2020 In Data: Stats + Insights + Trends

In this article, we will discuss 5 mind-blowing data-related stats generated over the course of 2020 and what they mean as we ease into 2021
6 min read
2020 data fun facts

Here are the 5 questions we will be unpacking:

Image source: Bright Data

#1: How much data did the financial industry generate?

The banking sector generates unparalleled quantities of data. The amount of data generated each second in the financial industry grew 700% in 2020.

Analysis + insights

The financial sector has had an epiphany over the course of 2020. Financial institutions have always made decisions based on analyses, consumer trends, and cold, hard facts. But never has real-time data been so highly valued as over the course of 2020. alternative data otherwise known as ‘External Data’ includes the likes of:

  • social media posts
  • credit card transactions
  • geolocation data

which have all gained prominence among hedge funds, institutional investors, investment houses, and the like. These data sets are enabling financial professionals to identify consumer, market, and competitor trends in real-time and in many cases before quarterly reports or earnings are announced. Acting on alt data insights enables these investors to capitalize on trends before the public markets, and individual securities fluctuate based on corporate news enabling them to greatly increase their alpha.

Going into 2021 we can expect to see alt data usage trickling down to smaller financial actors, boutique investment houses, for example as well as a wider variety of industries benefiting from these data sets such as real estate, eCommerce, and brand management.

#2: Self-service data tools – in or out?

In 2020, self-service spending on data tools grew an estimated 2.5x higher than traditional data tools spending in the previous year.

(Source: Finance Online)

Analysis + insights

I think that companies are beginning to realize how resource-heavy in-house data collection solutions truly are (think servers, manpower, DevOps etc). Then there is the issue of having to maintain and sustain your in-house data collection operation even when it is not a monthly or quarterly priority. Over the course of 2020, large and mid-size corporations have started investing in self-service data tools as they realize the financial and operational benefits of on-demand autonomous data collection solutions. They can turn data collection jobs on and off at will, team members are free to work on core products and off-site infrastructure can be used such as cloud solutions.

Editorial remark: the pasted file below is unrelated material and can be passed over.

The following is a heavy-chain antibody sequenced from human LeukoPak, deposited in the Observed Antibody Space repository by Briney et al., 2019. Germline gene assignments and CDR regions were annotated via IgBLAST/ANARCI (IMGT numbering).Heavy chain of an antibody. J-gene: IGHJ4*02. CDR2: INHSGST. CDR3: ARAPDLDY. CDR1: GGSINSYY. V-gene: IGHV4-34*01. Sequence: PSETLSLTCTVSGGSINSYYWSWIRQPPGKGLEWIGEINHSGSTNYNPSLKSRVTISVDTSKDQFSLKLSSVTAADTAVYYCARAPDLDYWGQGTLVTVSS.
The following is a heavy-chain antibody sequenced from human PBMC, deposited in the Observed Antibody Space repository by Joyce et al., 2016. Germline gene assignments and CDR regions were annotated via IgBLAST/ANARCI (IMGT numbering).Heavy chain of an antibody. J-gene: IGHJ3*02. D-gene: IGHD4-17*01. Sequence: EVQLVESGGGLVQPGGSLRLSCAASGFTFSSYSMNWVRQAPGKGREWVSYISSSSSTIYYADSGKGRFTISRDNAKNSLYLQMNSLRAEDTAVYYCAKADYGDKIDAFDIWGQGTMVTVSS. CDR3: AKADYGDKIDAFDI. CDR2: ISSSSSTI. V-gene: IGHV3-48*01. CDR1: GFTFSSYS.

Going into 2021 I think we will see this trend increasing as companies try to cut costs and diversions while increasing profitability and market share.

#3: What is the real cost of poor quality data to the world’s largest economy?

Poor data quality cost the US economy an approximate $3.1 trillion yearly over 2020.

(Source: Tech Jury)

Analysis + insights

Speak to any CEO (especially at technology companies) and they will likely acknowledge the importance of Artificial Intelligence [AI] and its significance in developing market-leading, next-gen products. Surprisingly, fewer are talking about the quality of the data which actually serves as the basis for the AI’s training and operational performance. As the above statistic shows using poor quality data has a high cost whether it comes in the form of cleaning or rendering data sets or in precious wasted data scientist hours or simply less valuable output. For example, if data sets used by real estate investment houses had a significant time lag or were corrupted in any way from a geolocation perspective, this would severely damage algorithmic insights and output.